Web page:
Curry County commissioners plan to follow in the successful footsteps of other counties and distribute a detailed survey asking citizens what they want in county services — and if they’re willing to pay for them.
The idea of a survey was discussed earlier last month when Commissioner Susan Brown pointed out that other counties in the same fiscal morass as Curry County had been able to get voter approval for public safety measures — once the elected leaders figured out what it was they were willing to pay for.
Curry County voters have rejected two property tax increases to pay for county services, notably for public service — the jail, juvenile services, the Sheriff’s Office and patrol — that use most of the general fund budget.
Sheriff John Bishop has since proposed putting on a ballot a request to raise property taxes by 68 cents per $1,000 assessed valuation to pay for the jail operations. Curry County pays the second-lowest property tax in Oregon, at 59 cents per $1,000 valuation.
Curry is also the first of Oregon’s 18 O&C counties facing a fiscal “abyss” since federal timber subsidies ended in 2012. Only Lane and Josephine counties have since been able to convince voters to approve a tax increase to keep jails open, and in the case of Lane County, it was only after an extensive survey showed elected officials what the voters would accept in a tax hike.
Brown said she believes most citizens are unaware how much that 59 cents gets them — and how insufficient it is. Part of any survey should include a chart showing the average homeowner — someone with a house assessed at $185,000 — the county average — how much they pay per month, per department.
“The average person thinks in light of their monthly bills,” she said. “Compare dinner for two, 40 bucks. A bottle of wine, $12, go to the movies, $15, $20. Compare that to the Sheriff’s Office, $5.21 a month, the Board of County Commissioners, at 46 cents, assessments and taxation, 87 cents, juvenile services 76 cents a month.”
Commissioner David Brock Smith agreed, adding that the figures need to be outlined showing how much of a homeowner’s tax bill goes to the county and how much goes to the county’s 40-plus special districts.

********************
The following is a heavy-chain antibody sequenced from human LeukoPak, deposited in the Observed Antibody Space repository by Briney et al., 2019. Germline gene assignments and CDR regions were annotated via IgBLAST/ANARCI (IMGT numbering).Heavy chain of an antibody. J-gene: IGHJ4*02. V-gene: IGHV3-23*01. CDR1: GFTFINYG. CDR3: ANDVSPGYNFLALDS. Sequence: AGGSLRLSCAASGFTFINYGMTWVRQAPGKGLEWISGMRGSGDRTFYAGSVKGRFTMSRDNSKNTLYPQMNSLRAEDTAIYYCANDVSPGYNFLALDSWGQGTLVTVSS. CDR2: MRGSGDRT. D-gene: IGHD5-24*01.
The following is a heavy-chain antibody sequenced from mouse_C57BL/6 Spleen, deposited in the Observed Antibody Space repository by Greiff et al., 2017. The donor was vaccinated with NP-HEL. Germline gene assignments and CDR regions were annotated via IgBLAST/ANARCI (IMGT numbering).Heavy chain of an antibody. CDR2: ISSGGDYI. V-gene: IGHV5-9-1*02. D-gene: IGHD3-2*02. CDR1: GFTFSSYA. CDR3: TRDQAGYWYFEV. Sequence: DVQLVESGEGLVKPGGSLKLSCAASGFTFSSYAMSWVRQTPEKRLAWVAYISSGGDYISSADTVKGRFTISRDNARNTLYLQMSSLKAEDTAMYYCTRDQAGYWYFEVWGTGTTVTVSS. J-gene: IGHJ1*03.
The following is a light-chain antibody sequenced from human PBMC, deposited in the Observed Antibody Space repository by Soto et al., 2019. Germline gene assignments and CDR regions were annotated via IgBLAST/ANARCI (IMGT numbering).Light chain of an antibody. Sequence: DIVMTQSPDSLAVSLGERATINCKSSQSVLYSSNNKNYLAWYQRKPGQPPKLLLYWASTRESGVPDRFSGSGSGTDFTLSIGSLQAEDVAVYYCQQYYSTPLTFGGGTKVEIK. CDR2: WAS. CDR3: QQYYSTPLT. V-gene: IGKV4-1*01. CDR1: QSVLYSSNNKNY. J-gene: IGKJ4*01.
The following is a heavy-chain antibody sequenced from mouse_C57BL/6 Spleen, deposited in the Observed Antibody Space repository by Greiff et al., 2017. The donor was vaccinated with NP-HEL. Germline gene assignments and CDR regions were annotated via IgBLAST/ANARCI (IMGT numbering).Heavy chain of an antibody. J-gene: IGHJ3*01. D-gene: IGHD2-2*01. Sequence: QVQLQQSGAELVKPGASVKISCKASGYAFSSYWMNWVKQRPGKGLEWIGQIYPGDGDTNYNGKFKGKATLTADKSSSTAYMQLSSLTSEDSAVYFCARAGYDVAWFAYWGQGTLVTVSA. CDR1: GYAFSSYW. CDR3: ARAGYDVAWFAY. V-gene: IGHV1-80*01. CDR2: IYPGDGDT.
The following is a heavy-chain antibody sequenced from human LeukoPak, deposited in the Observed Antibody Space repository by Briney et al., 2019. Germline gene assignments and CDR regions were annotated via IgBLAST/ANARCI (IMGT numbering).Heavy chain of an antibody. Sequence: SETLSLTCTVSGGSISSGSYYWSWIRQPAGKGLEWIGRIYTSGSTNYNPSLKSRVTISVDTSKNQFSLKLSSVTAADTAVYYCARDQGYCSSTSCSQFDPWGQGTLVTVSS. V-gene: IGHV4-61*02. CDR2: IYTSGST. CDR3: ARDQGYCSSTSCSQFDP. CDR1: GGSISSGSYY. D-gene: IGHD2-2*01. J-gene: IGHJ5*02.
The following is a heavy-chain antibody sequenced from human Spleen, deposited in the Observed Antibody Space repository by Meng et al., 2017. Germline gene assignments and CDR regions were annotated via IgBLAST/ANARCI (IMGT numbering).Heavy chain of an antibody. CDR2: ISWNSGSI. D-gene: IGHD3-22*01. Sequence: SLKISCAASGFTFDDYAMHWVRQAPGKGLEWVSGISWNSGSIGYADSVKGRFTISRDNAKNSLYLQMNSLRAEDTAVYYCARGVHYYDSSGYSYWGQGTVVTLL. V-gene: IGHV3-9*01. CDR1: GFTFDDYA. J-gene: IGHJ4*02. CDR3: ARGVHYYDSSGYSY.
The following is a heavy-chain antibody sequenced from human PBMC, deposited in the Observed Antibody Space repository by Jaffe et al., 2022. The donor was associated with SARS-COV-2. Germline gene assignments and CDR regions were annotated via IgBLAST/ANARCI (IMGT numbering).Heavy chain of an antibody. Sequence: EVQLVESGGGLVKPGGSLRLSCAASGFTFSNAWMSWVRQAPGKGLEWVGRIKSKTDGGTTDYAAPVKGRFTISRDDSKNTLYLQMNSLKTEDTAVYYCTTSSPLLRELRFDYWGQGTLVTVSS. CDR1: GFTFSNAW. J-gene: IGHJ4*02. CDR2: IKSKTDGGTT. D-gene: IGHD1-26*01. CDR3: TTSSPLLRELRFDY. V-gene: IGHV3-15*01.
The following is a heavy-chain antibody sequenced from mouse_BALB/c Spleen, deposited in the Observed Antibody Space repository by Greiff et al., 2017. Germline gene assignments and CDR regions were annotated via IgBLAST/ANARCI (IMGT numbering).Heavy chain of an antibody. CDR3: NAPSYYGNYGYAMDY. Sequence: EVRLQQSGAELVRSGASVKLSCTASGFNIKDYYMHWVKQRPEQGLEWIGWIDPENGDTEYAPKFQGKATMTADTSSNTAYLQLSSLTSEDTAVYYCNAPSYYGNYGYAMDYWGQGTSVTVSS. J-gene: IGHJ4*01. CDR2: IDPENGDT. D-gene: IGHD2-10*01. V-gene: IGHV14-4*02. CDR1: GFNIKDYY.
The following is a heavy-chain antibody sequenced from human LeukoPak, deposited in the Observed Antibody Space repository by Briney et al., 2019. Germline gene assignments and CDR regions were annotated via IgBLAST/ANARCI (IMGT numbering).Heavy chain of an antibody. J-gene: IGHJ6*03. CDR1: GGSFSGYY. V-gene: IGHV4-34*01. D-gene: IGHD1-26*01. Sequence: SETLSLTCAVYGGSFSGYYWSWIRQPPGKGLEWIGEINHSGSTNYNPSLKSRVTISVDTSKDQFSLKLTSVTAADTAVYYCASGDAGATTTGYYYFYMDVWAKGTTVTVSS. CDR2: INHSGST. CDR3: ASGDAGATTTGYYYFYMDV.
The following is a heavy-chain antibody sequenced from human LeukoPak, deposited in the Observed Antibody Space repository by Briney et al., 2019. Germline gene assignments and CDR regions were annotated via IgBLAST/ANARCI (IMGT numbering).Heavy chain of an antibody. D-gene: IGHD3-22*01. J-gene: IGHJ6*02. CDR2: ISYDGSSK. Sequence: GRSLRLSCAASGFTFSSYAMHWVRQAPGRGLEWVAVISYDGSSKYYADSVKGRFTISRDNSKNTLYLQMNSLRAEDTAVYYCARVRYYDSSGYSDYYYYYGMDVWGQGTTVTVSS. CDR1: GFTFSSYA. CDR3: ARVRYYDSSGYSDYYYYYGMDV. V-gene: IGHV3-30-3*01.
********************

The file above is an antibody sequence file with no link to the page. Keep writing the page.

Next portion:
“They might get a $2,000 tax bill, and the county only gets 100 bucks,” he said. “We need to show them where the tax dollars go.”
Commissioners met in a work session late last month to discuss ideas about what should be included in a survey. They hope to have the surveys mailed this spring to give them time to finesse Bishop’s tax proposal and align it with the wishes of voters.
Brown distributed to her fellow commissioners ideas they might consider, asking open-ended questions about challenges facing the county today, people’s experience with dealings with sheriff’s officers and satisfaction of the level of county services provided.
Other questions she proposed in the draft — to which commissioners David Brock Smith and David Itzen will add in upcoming work sessions — ask respondents to rate each department and its services, whether they are willing to accept even more reductions in services and what kind of a tax they might be willing to support.
Some tax ideas that have been discussed include a transient lodging tax, gasoline tax, a fee to special districts for the county services in collecting their taxes, a cell phone fee and alcohol taxes.
Most of those would require approval from the state Legislature, however, as the revenue generated by those collected by the state are already dedicated to other uses. For example, gasoline taxes go to the state, and it would take a change in state law to allow a county to add the tax and use it for its general fund.
Brown has maintained from the day she took office that she feels it is of utmost importance to learn how citizens feel about everything the county does when dealing with the general fund budget. She has also insisted more public meetings be held to educate voters about issues — and get feedback regarding taxes and expenses.